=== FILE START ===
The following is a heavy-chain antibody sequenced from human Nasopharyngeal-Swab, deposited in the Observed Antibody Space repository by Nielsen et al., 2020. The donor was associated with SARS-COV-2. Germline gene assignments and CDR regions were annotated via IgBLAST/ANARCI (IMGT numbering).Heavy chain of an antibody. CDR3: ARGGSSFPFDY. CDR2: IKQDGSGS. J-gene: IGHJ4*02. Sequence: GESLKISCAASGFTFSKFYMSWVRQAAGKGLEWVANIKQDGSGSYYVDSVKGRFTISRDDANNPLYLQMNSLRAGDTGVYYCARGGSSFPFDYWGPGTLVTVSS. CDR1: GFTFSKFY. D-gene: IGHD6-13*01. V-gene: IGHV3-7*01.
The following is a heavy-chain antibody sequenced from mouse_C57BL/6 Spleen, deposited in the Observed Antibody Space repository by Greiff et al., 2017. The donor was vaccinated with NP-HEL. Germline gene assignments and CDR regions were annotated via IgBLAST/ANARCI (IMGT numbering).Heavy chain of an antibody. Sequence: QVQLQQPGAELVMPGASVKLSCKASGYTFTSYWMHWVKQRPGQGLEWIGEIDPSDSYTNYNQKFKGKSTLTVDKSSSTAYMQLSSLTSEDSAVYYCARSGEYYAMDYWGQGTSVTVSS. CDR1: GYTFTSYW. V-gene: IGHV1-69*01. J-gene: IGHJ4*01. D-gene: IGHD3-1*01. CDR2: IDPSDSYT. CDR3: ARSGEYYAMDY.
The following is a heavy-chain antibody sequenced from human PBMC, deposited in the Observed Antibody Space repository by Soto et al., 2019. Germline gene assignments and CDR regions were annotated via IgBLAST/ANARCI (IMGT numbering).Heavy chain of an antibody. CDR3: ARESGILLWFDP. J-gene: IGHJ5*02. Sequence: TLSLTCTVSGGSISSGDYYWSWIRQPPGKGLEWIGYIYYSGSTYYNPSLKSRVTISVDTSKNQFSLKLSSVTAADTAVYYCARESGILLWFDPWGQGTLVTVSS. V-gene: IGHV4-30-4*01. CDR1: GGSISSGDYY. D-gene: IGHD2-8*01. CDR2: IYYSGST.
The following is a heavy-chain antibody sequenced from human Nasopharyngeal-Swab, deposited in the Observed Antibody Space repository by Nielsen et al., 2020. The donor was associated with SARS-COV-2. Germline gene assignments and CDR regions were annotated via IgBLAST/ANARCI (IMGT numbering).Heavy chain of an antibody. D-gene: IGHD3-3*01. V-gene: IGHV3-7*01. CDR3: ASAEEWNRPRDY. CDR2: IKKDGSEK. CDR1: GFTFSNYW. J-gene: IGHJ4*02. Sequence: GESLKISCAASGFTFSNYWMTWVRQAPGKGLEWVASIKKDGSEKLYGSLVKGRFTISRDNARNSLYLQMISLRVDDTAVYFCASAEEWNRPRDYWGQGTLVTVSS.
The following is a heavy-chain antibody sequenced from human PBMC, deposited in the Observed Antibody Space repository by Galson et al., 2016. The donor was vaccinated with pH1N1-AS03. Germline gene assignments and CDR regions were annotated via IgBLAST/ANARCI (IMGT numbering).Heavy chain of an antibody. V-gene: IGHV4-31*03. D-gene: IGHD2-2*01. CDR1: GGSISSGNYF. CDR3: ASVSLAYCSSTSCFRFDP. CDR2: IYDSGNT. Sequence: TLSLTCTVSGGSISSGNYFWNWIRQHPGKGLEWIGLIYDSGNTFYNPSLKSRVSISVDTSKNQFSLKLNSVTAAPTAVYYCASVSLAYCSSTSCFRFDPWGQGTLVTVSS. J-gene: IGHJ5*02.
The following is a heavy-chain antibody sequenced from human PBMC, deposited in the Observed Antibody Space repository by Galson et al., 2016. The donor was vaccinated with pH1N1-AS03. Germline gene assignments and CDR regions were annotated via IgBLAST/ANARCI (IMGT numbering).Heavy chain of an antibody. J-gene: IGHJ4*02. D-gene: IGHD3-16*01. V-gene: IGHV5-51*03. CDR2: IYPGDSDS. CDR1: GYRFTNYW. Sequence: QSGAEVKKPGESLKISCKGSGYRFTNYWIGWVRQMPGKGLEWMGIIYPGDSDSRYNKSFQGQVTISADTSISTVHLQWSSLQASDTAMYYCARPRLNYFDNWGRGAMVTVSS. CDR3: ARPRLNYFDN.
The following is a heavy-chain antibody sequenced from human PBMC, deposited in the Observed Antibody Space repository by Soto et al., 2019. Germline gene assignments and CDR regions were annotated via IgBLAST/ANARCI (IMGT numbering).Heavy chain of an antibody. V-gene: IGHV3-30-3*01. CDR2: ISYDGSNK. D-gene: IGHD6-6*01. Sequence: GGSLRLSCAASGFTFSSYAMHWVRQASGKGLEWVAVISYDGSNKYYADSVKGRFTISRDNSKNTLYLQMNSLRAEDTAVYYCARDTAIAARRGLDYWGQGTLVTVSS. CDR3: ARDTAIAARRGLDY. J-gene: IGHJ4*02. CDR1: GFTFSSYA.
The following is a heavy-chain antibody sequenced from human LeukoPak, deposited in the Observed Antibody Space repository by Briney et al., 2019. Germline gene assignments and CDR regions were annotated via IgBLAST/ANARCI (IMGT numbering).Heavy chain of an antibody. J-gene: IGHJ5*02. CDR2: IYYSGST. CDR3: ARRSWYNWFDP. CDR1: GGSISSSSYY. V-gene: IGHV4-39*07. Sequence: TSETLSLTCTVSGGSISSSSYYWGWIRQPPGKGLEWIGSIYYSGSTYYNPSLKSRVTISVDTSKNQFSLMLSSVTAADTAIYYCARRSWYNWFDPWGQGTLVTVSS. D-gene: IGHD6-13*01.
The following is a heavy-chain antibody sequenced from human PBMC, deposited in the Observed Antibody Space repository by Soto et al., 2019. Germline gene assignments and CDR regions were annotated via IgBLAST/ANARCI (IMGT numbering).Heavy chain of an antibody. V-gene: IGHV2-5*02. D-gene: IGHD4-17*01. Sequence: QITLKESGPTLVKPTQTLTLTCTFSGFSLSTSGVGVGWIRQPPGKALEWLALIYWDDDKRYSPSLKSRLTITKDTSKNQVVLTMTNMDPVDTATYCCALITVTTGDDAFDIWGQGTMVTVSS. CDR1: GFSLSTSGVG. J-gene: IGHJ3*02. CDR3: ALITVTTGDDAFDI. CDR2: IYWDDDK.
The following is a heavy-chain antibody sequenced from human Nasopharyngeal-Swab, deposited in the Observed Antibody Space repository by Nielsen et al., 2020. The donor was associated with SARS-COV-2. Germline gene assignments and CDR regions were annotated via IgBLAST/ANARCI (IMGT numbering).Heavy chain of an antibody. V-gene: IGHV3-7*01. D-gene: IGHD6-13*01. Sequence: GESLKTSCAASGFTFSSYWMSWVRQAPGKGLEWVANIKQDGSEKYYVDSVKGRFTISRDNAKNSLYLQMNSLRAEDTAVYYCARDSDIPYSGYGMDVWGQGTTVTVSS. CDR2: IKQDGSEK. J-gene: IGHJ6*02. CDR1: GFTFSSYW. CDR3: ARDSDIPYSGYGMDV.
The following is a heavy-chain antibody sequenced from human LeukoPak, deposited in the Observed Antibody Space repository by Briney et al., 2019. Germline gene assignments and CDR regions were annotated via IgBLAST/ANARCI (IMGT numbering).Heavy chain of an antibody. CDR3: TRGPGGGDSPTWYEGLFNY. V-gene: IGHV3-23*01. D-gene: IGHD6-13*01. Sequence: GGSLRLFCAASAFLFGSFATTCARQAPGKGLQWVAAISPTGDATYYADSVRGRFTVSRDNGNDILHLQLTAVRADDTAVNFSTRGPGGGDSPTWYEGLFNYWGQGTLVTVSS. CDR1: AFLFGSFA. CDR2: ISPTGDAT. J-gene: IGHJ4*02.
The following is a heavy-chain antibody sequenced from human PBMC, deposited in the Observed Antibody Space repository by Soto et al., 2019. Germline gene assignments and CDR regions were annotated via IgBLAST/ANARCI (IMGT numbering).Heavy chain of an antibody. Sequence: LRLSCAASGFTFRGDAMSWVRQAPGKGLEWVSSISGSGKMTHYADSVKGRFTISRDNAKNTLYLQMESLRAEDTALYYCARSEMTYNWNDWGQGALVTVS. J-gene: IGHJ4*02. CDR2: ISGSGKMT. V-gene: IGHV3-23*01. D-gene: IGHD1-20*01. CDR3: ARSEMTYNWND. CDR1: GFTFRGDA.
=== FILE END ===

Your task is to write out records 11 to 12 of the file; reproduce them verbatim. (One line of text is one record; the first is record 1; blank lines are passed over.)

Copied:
The following is a heavy-chain antibody sequenced from human LeukoPak, deposited in the Observed Antibody Space repository by Briney et al., 2019. Germline gene assignments and CDR regions were annotated via IgBLAST/ANARCI (IMGT numbering).Heavy chain of an antibody. CDR3: TRGPGGGDSPTWYEGLFNY. V-gene: IGHV3-23*01. D-gene: IGHD6-13*01. Sequence: GGSLRLFCAASAFLFGSFATTCARQAPGKGLQWVAAISPTGDATYYADSVRGRFTVSRDNGNDILHLQLTAVRADDTAVNFSTRGPGGGDSPTWYEGLFNYWGQGTLVTVSS. CDR1: AFLFGSFA. CDR2: ISPTGDAT. J-gene: IGHJ4*02.
The following is a heavy-chain antibody sequenced from human PBMC, deposited in the Observed Antibody Space repository by Soto et al., 2019. Germline gene assignments and CDR regions were annotated via IgBLAST/ANARCI (IMGT numbering).Heavy chain of an antibody. Sequence: LRLSCAASGFTFRGDAMSWVRQAPGKGLEWVSSISGSGKMTHYADSVKGRFTISRDNAKNTLYLQMESLRAEDTALYYCARSEMTYNWNDWGQGALVTVS. J-gene: IGHJ4*02. CDR2: ISGSGKMT. V-gene: IGHV3-23*01. D-gene: IGHD1-20*01. CDR3: ARSEMTYNWND. CDR1: GFTFRGDA.